May 2, 2012
A number of lawmakers are pushing for legislation that would allow for bankruptcy to discharge private student loan debt.
Currently, there is no way for borrowers to escape repayment of student loans. The bankruptcy laws were written as such to protect lenders, who were concerned that young graduates, who often have few assets, could too easily walk away from their loan obligations.
But that thinking has changed as student debt has surged, at the same time that college graduates' salaries have declined. As reported by The Wall Street Journal, the average debt load of all new graduates increased 24 percent from the years 2000 through 2010, to $16,932, according to the Washington, DC-based Progressive Policy Institute. Meanwhile, earnings of full-time workers ages 25 to 34 with just bachelor's degrees fell by 15 percent during that same time, to $53,539.
Recently, Senator Dick Durban of Illinois, a Democrat, introduced legislation that would make it easier for those who declare bankruptcy to shed private student loans. The catch, however, is that the legislation, called the Fairness for Struggling Students Act, would not apply to federal student loans, which account for the vast majority of student borrowing.
"It's clear that too many students have been steered into loans that they will not be able to repay and that they will never be able to escape," noted Durban at a U.S. Senate judiciary subcommittee hearing in Washington last month, as reported by the Chicago Tribune. "While the overall growth in student indebtedness is troubling, the most pressing concern is private student loans. Private student loans are a riskier way to pay for an education than federal loans."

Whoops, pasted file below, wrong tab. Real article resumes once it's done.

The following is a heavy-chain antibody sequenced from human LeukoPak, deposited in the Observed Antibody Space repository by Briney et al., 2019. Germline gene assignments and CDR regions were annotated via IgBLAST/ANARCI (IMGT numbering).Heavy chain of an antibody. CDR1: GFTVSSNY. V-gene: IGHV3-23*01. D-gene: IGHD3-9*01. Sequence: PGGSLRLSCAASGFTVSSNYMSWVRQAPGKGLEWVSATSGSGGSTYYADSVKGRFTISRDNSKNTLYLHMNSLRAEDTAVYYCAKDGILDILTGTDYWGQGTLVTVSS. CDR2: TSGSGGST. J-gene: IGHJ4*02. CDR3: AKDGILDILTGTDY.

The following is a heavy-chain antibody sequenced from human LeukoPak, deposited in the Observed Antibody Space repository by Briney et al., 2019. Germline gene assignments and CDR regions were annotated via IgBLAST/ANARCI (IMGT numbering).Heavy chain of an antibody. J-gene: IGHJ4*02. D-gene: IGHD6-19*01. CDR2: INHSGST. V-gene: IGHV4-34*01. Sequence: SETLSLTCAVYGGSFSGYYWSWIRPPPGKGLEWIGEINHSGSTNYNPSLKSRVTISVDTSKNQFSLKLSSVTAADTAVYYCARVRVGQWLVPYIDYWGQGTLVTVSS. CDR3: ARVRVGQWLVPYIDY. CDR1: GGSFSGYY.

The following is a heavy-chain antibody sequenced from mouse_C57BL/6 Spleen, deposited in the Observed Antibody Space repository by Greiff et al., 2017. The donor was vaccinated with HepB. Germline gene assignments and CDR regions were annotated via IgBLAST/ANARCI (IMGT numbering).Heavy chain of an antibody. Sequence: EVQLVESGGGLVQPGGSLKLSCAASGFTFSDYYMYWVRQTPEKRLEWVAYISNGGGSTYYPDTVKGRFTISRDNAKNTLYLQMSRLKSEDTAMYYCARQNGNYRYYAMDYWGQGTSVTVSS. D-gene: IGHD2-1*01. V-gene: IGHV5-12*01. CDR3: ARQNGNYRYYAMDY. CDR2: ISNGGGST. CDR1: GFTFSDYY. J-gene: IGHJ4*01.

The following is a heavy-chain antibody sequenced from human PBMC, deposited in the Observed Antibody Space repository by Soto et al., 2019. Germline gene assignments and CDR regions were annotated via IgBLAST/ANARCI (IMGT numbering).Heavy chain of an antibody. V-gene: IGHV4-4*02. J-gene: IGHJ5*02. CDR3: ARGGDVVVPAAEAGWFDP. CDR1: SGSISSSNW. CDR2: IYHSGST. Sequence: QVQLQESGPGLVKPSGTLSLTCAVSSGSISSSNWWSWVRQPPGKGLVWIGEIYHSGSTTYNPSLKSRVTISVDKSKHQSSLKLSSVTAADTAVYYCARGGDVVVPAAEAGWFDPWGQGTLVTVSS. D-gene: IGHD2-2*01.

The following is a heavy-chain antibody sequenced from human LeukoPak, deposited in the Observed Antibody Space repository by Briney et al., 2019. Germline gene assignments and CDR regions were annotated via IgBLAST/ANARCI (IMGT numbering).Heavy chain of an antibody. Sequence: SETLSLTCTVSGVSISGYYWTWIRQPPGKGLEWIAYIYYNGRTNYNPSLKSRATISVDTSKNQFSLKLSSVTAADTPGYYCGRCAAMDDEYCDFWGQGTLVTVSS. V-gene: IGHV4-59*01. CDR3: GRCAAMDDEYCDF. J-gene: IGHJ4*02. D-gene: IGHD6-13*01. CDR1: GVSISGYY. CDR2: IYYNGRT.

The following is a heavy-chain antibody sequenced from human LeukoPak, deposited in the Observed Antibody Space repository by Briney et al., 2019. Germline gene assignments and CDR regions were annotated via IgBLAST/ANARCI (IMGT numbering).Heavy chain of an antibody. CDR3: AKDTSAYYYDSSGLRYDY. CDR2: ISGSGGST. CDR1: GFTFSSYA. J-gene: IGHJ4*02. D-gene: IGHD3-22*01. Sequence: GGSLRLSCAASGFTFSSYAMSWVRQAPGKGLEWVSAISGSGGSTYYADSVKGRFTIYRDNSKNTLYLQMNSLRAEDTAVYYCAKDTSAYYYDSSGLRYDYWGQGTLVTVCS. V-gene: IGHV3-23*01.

It is true that private student loans typically have higher interest rates than federal loans. Moreover, government loans offer income-based repayment plans and forbearance during times of economic hardship, making them a much safer bet.
Many consumer advocates have come out in favor of Durban's bill, which they say will force private lenders to work out better terms for borrowers who run into trouble. Bankruptcy lawyers are also pushing for the legislation, because it could create new business for them.
But others have expressed concern that the bill would allow students to run away from their obligations, and might even force lenders to charge even higher rates because of their increased risk of losses.
"Students might be more apt to take such loans if they think that they will be able to unload their debt without repaying it," said Neal McCluskey, associate director for the Cato Institute's Center for Educational Freedom, who was quoted by the Chicago Tribune.
According to the Associated Press, Treasury Secretary Timothy Geithner recently told Durban that the legislation had "some merit" and that the Obama administration wished to work with him to help expand protections for private student loans. But the AP also noted that it was unlikely that the legislation would pass.
Compiled by Yaffa Klugerman
"Even After Bankruptcy, Trapped By Student Debt," ajc.com, April 25, 2012, Justin Pope
"Student Loan Debt a Growing Threat to the Economy," chicagotribune.com, April 12, 2012, Becky Yerak
"Trying to Shed Student Debt," online.wsj.com, April 27, 2012, Josh Mitchell